The Church in Poland faced great oppression in the 20th Century, first under the Nazis and later under the Communist regime.
But in the same way that Jesus suffered and then brought hope to the world through his resurrection, Jarzembowski said Poland's history also had moments of great grace with the lives of three saints.
Saint Maximilian Kolbe, a Polish Franciscan friar, volunteered to starve to death in place of a father during the Holocaust.
The Polish mystic and nun, Saint Faustina, grew up in Poland during the World Wars and received messages of mercy from the Lord, known today as the devotion of the Divine Mercy.
Karol Józef Wojtyla grew up in Poland, became Pope John Paul II in 1978, and argued with the Polish government in order to make a papal visit in 1979. Millions of people lined the streets and his impact brought improvements to religious freedom in the country. He held the first World Youth Day in 1986 and now – 30 years later – the celebration will take place in the city where the saint once served as archbishop.
"The fight for equality and rights especially in Communist Russia was about sticking together, about bonding together, about not doing it alone," Jarzembowski said.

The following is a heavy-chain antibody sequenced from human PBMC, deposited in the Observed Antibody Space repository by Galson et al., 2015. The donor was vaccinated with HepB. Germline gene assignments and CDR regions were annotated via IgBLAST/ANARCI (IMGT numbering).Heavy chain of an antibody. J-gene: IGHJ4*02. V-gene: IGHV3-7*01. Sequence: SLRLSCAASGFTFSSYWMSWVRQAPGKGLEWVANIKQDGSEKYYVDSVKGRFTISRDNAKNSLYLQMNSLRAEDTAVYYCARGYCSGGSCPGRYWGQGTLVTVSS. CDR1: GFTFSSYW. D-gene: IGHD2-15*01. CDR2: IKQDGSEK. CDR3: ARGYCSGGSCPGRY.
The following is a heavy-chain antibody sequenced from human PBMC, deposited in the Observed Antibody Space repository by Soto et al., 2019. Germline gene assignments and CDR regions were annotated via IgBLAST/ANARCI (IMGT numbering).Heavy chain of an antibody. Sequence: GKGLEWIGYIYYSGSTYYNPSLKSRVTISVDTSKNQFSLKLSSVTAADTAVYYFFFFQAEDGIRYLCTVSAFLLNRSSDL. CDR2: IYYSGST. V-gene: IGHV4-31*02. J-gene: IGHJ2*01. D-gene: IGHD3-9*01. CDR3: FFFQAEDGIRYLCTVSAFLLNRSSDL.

"That spirit is the same spirit as World Youth Day. I think that's why there's such electricity to the air. You know that you're not alone."
Jarzembowski said the Polish government has been very cooperative with the Archdiocese of Krakow and has enhanced security to keep the pilgrims safe. He also said the government is excited to see so many people in their country.
The more than two million pilgrims expected to attend World Youth Day will encounter the universality of the Church through liturgy, music, diverse languages, and prayer, concluding with Mass celebrated by Pope Francis.
"The experience of celebrating a faith that you have with millions of other people, standing side-by-side with you, is truly something special," Jarzembowski said.
"It's distinct from any other gathering in the Church and any other gathering in culture."
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Pope Francis has not announced if young people will accompany him to Auschwitz. His visit is not open to the public, but pilgrims can register online to visit the historical site during other limited times in the week: http://mlodzi.duszpasterstwa.bielsko.pl/auschwitz/